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Coaxial Surge Suppressor Grounding on Metal Frame Building?

Coaxial Surge Suppressor Grounding on Metal Frame Building?

Coaxial Surge Suppressor Grounding on Metal Frame Building?

We have a an installation where we have two antennas installed on the roof of a metal frame building. One antenna is a GPS antenna that barely protrudes above the roof line. The other is an electrostatic antenna that protrudes about 6 or 7 feet above the edge of the roof from the side of the building. For various reasons, we have decides to put coaxial surge suppressors on the coaxial cables leading from both antennas going into the building (through conduit).

The problem is that these antennas are a long way from the electrical service entrance grounding point. So running a ground cable across the roof, down the side of the building to the service entrance or to a new ground rod (a distance of at least 100 feet) would probably negate the effectiveness of the surge suppressor.

It occurs to me that I could install the surge suppressors outside the building and then ground the surge suppressors to the metal beams that are the frame of the metal building by running a ground conductor through conduit back into the interior of the building, which would be a distance of about 10 feet. But, I have no idea how the metal framing members are bonded to one another or how the metal frame is tied into the grounding system for the building. (The building was built back in the 70's.)

Or, it might be better to put the surge suppressors inside the building, but I'm still stymied by what I should ground the suppressors to.

To be honest, I think it would be best to have the suppressors outside the building, shunting a surge before it can enter the building. But there is no short path to ground from where on the roof these antenna are located.

The building is a metal-siding building. I'm sure the siding would be an excellent surge path, if it were not painted. But I don't think I can rely on this either.

Any suggestions?

RE: Coaxial Surge Suppressor Grounding on Metal Frame Building?

Is there solidly grounded structural steel underneath the metal siding? It may be useable if solidly grounded.. For these types of situations I would suggest NFPA 780 for the best advice or documentation from the Lightning Protection Institude (LPI). . .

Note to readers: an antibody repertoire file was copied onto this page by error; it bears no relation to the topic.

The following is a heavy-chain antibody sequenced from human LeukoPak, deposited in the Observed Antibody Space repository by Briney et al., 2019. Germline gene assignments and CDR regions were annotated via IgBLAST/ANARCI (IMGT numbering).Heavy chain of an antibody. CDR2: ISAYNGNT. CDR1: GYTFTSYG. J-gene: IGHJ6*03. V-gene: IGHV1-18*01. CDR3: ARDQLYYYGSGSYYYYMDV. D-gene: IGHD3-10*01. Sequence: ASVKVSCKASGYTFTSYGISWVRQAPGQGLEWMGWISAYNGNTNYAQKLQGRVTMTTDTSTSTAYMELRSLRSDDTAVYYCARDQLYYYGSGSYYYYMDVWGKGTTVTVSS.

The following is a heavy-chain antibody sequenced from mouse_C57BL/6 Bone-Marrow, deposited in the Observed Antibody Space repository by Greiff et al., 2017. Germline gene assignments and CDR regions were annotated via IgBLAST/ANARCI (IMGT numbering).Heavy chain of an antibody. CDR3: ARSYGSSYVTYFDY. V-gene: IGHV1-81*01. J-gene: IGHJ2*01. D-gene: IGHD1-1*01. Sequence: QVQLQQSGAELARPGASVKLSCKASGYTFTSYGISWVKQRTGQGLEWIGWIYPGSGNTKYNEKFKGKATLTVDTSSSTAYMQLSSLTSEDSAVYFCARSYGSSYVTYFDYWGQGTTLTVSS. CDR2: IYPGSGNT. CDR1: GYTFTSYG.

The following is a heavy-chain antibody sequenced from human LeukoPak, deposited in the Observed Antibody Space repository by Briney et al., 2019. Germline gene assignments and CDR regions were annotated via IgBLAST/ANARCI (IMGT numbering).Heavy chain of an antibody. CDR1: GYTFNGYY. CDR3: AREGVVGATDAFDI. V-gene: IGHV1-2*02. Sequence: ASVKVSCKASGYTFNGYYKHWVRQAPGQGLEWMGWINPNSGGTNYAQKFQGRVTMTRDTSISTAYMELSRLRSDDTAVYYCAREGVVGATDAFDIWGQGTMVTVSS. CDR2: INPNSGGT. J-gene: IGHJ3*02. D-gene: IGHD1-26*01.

If not something you can take on your self, a company that holds certifications by the Lightning Protection Institude (LPI 175) and in NFPA 780 could do the job.

I am currently working on a similar situation in that I have radio repeater systems installed on a university campus building that must be relocated due to a major gut and rebuild of the existing building. The proposed building relocation sites have certified lightning protection systems installed..

In my case, the grounding/bonding work required to relocate the antennas to the new site must be done by a certified installer to maintain certification on the lightning protection system. I am fairly fluent in grounding/bonding as defined by the NEC and in the practices defined by NFPA 780, but do not hold a certification by LPI.. Therefore in my situation, I must sub the grounding/bonding work out to a certified company.. Fortunately the same company that did the original installation and certification of these systems is located nearby, and could do the minor additions and keep the certification valid.

RE: Coaxial Surge Suppressor Grounding on Metal Frame Building?

You might try contacting Ditek with your question, they (as well as DanEE) are very helpful. http://www.ditekcorp.com

Note: I have no relation to Ditek, but they've been helpful in the past for me.

Best to you,

Goober Dave

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